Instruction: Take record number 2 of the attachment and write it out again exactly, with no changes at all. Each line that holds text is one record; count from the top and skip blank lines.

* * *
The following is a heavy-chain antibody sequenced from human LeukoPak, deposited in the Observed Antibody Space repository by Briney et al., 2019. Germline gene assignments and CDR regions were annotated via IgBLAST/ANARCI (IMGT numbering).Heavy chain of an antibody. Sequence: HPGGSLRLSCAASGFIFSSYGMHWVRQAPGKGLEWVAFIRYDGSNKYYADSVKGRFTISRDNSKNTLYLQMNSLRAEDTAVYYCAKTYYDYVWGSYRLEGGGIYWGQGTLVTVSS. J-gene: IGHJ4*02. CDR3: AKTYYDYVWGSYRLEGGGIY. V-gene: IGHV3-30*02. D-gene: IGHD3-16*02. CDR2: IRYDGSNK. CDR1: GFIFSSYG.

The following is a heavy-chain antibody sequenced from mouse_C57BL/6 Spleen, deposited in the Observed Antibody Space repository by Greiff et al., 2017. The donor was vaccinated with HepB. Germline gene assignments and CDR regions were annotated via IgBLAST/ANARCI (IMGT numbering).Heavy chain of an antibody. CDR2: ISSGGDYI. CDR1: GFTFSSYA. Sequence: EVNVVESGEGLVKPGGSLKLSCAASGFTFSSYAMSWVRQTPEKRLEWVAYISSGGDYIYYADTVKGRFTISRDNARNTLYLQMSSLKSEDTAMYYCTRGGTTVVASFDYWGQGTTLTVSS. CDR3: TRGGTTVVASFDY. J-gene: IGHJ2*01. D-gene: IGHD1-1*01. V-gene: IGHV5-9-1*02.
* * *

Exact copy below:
The following is a heavy-chain antibody sequenced from mouse_C57BL/6 Spleen, deposited in the Observed Antibody Space repository by Greiff et al., 2017. The donor was vaccinated with HepB. Germline gene assignments and CDR regions were annotated via IgBLAST/ANARCI (IMGT numbering).Heavy chain of an antibody. CDR2: ISSGGDYI. CDR1: GFTFSSYA. Sequence: EVNVVESGEGLVKPGGSLKLSCAASGFTFSSYAMSWVRQTPEKRLEWVAYISSGGDYIYYADTVKGRFTISRDNARNTLYLQMSSLKSEDTAMYYCTRGGTTVVASFDYWGQGTTLTVSS. CDR3: TRGGTTVVASFDY. J-gene: IGHJ2*01. D-gene: IGHD1-1*01. V-gene: IGHV5-9-1*02.